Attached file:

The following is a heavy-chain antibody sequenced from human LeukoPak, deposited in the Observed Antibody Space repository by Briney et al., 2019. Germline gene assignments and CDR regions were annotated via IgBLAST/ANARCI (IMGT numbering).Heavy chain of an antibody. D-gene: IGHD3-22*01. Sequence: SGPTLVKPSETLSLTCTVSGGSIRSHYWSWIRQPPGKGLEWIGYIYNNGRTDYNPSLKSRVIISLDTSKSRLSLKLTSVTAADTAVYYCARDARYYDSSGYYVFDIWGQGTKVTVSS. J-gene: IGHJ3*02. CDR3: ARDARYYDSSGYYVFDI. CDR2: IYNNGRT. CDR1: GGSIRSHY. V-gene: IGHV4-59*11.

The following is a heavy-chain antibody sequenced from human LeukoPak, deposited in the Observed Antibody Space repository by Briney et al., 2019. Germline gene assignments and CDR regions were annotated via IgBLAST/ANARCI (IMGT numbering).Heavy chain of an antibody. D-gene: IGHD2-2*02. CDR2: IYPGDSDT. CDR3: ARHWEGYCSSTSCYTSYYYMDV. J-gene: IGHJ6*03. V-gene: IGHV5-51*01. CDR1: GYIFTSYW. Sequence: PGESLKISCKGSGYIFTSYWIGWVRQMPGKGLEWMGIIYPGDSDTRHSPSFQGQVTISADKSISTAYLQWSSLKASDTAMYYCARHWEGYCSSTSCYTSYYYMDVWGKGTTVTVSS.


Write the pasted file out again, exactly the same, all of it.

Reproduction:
The following is a heavy-chain antibody sequenced from human LeukoPak, deposited in the Observed Antibody Space repository by Briney et al., 2019. Germline gene assignments and CDR regions were annotated via IgBLAST/ANARCI (IMGT numbering).Heavy chain of an antibody. D-gene: IGHD3-22*01. Sequence: SGPTLVKPSETLSLTCTVSGGSIRSHYWSWIRQPPGKGLEWIGYIYNNGRTDYNPSLKSRVIISLDTSKSRLSLKLTSVTAADTAVYYCARDARYYDSSGYYVFDIWGQGTKVTVSS. J-gene: IGHJ3*02. CDR3: ARDARYYDSSGYYVFDI. CDR2: IYNNGRT. CDR1: GGSIRSHY. V-gene: IGHV4-59*11.

The following is a heavy-chain antibody sequenced from human LeukoPak, deposited in the Observed Antibody Space repository by Briney et al., 2019. Germline gene assignments and CDR regions were annotated via IgBLAST/ANARCI (IMGT numbering).Heavy chain of an antibody. D-gene: IGHD2-2*02. CDR2: IYPGDSDT. CDR3: ARHWEGYCSSTSCYTSYYYMDV. J-gene: IGHJ6*03. V-gene: IGHV5-51*01. CDR1: GYIFTSYW. Sequence: PGESLKISCKGSGYIFTSYWIGWVRQMPGKGLEWMGIIYPGDSDTRHSPSFQGQVTISADKSISTAYLQWSSLKASDTAMYYCARHWEGYCSSTSCYTSYYYMDVWGKGTTVTVSS.